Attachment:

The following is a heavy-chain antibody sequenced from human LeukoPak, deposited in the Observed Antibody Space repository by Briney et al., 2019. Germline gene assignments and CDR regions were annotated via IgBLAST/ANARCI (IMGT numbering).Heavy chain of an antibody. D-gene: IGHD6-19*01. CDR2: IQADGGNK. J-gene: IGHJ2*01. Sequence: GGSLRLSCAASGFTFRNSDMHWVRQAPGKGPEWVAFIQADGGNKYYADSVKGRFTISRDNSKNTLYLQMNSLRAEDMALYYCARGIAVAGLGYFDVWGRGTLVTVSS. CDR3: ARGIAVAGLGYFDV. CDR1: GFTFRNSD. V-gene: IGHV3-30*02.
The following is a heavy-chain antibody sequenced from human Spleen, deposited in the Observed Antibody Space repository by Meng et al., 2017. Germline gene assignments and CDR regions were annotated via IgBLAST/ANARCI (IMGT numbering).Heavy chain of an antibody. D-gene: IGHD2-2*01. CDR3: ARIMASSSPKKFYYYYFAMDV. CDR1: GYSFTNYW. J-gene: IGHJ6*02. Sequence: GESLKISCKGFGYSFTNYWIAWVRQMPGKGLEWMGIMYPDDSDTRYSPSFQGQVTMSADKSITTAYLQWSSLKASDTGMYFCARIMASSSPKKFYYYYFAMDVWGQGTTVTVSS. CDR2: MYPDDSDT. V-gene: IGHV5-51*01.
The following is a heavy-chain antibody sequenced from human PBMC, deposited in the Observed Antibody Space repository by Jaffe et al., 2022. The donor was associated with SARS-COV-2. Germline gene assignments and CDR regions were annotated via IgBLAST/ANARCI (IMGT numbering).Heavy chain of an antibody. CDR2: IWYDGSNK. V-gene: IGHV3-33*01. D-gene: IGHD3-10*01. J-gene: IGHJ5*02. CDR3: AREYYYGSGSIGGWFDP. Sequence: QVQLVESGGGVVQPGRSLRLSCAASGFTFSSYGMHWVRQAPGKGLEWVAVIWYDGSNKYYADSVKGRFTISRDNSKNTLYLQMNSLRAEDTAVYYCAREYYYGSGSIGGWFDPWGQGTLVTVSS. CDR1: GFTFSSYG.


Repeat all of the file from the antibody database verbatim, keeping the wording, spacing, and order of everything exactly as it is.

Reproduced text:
The following is a heavy-chain antibody sequenced from human LeukoPak, deposited in the Observed Antibody Space repository by Briney et al., 2019. Germline gene assignments and CDR regions were annotated via IgBLAST/ANARCI (IMGT numbering).Heavy chain of an antibody. D-gene: IGHD6-19*01. CDR2: IQADGGNK. J-gene: IGHJ2*01. Sequence: GGSLRLSCAASGFTFRNSDMHWVRQAPGKGPEWVAFIQADGGNKYYADSVKGRFTISRDNSKNTLYLQMNSLRAEDMALYYCARGIAVAGLGYFDVWGRGTLVTVSS. CDR3: ARGIAVAGLGYFDV. CDR1: GFTFRNSD. V-gene: IGHV3-30*02.
The following is a heavy-chain antibody sequenced from human Spleen, deposited in the Observed Antibody Space repository by Meng et al., 2017. Germline gene assignments and CDR regions were annotated via IgBLAST/ANARCI (IMGT numbering).Heavy chain of an antibody. D-gene: IGHD2-2*01. CDR3: ARIMASSSPKKFYYYYFAMDV. CDR1: GYSFTNYW. J-gene: IGHJ6*02. Sequence: GESLKISCKGFGYSFTNYWIAWVRQMPGKGLEWMGIMYPDDSDTRYSPSFQGQVTMSADKSITTAYLQWSSLKASDTGMYFCARIMASSSPKKFYYYYFAMDVWGQGTTVTVSS. CDR2: MYPDDSDT. V-gene: IGHV5-51*01.
The following is a heavy-chain antibody sequenced from human PBMC, deposited in the Observed Antibody Space repository by Jaffe et al., 2022. The donor was associated with SARS-COV-2. Germline gene assignments and CDR regions were annotated via IgBLAST/ANARCI (IMGT numbering).Heavy chain of an antibody. CDR2: IWYDGSNK. V-gene: IGHV3-33*01. D-gene: IGHD3-10*01. J-gene: IGHJ5*02. CDR3: AREYYYGSGSIGGWFDP. Sequence: QVQLVESGGGVVQPGRSLRLSCAASGFTFSSYGMHWVRQAPGKGLEWVAVIWYDGSNKYYADSVKGRFTISRDNSKNTLYLQMNSLRAEDTAVYYCAREYYYGSGSIGGWFDPWGQGTLVTVSS. CDR1: GFTFSSYG.